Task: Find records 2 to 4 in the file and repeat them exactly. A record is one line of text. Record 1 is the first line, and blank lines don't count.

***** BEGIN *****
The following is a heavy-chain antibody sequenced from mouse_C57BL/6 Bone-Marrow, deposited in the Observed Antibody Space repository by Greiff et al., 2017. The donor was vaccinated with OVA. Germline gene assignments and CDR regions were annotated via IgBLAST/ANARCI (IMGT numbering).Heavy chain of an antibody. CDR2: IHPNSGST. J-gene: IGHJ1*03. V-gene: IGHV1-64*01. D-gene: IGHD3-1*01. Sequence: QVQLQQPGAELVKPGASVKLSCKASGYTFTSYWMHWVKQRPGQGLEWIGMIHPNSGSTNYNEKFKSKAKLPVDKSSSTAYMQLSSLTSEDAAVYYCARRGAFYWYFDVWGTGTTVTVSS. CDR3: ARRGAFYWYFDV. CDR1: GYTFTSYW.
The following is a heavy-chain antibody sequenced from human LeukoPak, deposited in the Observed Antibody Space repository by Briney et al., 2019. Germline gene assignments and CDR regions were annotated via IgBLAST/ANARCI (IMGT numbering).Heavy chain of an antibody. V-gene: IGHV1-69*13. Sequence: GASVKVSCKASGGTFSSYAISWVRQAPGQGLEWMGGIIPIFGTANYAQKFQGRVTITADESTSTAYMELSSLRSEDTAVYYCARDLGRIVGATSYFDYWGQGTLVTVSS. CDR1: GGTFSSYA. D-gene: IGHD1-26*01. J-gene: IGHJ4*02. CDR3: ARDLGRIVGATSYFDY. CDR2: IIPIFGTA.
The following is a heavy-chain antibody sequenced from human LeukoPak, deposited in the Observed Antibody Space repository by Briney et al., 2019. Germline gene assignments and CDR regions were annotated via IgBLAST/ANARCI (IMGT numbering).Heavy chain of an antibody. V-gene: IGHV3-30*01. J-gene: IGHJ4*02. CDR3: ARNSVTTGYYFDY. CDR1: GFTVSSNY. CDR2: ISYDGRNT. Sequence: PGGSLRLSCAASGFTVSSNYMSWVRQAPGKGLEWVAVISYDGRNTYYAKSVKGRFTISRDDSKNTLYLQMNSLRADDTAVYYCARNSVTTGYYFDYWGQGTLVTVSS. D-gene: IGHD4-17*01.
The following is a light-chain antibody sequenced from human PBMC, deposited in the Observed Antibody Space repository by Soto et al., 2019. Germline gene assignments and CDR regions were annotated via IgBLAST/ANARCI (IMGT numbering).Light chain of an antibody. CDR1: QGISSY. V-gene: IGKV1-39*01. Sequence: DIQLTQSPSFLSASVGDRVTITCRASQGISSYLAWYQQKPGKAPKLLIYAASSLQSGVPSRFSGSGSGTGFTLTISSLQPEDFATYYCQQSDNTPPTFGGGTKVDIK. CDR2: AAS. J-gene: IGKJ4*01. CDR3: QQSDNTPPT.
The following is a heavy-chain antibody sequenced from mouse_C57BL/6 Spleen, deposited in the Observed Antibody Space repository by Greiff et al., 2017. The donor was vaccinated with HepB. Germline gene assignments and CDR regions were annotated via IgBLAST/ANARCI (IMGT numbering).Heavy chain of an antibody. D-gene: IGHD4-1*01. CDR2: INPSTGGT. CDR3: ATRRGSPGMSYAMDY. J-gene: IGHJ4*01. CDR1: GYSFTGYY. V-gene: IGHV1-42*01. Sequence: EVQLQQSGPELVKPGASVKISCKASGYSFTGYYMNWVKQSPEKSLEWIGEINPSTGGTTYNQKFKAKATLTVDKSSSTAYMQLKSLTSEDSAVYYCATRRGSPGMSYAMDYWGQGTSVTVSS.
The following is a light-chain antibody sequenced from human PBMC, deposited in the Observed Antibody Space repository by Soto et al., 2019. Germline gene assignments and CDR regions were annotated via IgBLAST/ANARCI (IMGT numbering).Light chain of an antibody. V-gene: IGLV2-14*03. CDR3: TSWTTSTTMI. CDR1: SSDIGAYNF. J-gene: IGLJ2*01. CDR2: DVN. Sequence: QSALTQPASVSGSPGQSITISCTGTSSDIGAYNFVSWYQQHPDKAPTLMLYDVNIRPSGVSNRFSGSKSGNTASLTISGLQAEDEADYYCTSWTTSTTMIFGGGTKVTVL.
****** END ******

The following is a heavy-chain antibody sequenced from human LeukoPak, deposited in the Observed Antibody Space repository by Briney et al., 2019. Germline gene assignments and CDR regions were annotated via IgBLAST/ANARCI (IMGT numbering).Heavy chain of an antibody. V-gene: IGHV1-69*13. Sequence: GASVKVSCKASGGTFSSYAISWVRQAPGQGLEWMGGIIPIFGTANYAQKFQGRVTITADESTSTAYMELSSLRSEDTAVYYCARDLGRIVGATSYFDYWGQGTLVTVSS. CDR1: GGTFSSYA. D-gene: IGHD1-26*01. J-gene: IGHJ4*02. CDR3: ARDLGRIVGATSYFDY. CDR2: IIPIFGTA.
The following is a heavy-chain antibody sequenced from human LeukoPak, deposited in the Observed Antibody Space repository by Briney et al., 2019. Germline gene assignments and CDR regions were annotated via IgBLAST/ANARCI (IMGT numbering).Heavy chain of an antibody. V-gene: IGHV3-30*01. J-gene: IGHJ4*02. CDR3: ARNSVTTGYYFDY. CDR1: GFTVSSNY. CDR2: ISYDGRNT. Sequence: PGGSLRLSCAASGFTVSSNYMSWVRQAPGKGLEWVAVISYDGRNTYYAKSVKGRFTISRDDSKNTLYLQMNSLRADDTAVYYCARNSVTTGYYFDYWGQGTLVTVSS. D-gene: IGHD4-17*01.
The following is a light-chain antibody sequenced from human PBMC, deposited in the Observed Antibody Space repository by Soto et al., 2019. Germline gene assignments and CDR regions were annotated via IgBLAST/ANARCI (IMGT numbering).Light chain of an antibody. CDR1: QGISSY. V-gene: IGKV1-39*01. Sequence: DIQLTQSPSFLSASVGDRVTITCRASQGISSYLAWYQQKPGKAPKLLIYAASSLQSGVPSRFSGSGSGTGFTLTISSLQPEDFATYYCQQSDNTPPTFGGGTKVDIK. CDR2: AAS. J-gene: IGKJ4*01. CDR3: QQSDNTPPT.